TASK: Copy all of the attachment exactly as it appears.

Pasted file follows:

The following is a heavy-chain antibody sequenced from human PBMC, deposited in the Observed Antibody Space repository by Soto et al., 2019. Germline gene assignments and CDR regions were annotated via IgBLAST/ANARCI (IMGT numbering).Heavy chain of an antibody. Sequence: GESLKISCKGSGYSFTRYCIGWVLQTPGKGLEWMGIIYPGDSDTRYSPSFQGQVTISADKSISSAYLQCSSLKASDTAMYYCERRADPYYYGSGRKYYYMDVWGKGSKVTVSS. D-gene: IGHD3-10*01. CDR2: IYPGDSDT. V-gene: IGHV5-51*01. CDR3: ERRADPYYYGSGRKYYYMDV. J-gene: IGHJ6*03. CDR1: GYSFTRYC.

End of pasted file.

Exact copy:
The following is a heavy-chain antibody sequenced from human PBMC, deposited in the Observed Antibody Space repository by Soto et al., 2019. Germline gene assignments and CDR regions were annotated via IgBLAST/ANARCI (IMGT numbering).Heavy chain of an antibody. Sequence: GESLKISCKGSGYSFTRYCIGWVLQTPGKGLEWMGIIYPGDSDTRYSPSFQGQVTISADKSISSAYLQCSSLKASDTAMYYCERRADPYYYGSGRKYYYMDVWGKGSKVTVSS. D-gene: IGHD3-10*01. CDR2: IYPGDSDT. V-gene: IGHV5-51*01. CDR3: ERRADPYYYGSGRKYYYMDV. J-gene: IGHJ6*03. CDR1: GYSFTRYC.